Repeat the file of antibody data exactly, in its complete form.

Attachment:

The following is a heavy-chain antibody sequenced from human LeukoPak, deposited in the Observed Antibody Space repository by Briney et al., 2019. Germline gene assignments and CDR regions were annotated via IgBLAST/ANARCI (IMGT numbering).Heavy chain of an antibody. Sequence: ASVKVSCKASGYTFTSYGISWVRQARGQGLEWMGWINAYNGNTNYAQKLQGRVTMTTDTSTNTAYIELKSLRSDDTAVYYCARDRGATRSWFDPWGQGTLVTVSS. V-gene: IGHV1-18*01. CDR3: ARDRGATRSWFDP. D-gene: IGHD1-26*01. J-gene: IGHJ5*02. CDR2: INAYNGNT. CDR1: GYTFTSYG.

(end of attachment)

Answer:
The following is a heavy-chain antibody sequenced from human LeukoPak, deposited in the Observed Antibody Space repository by Briney et al., 2019. Germline gene assignments and CDR regions were annotated via IgBLAST/ANARCI (IMGT numbering).Heavy chain of an antibody. Sequence: ASVKVSCKASGYTFTSYGISWVRQARGQGLEWMGWINAYNGNTNYAQKLQGRVTMTTDTSTNTAYIELKSLRSDDTAVYYCARDRGATRSWFDPWGQGTLVTVSS. V-gene: IGHV1-18*01. CDR3: ARDRGATRSWFDP. D-gene: IGHD1-26*01. J-gene: IGHJ5*02. CDR2: INAYNGNT. CDR1: GYTFTSYG.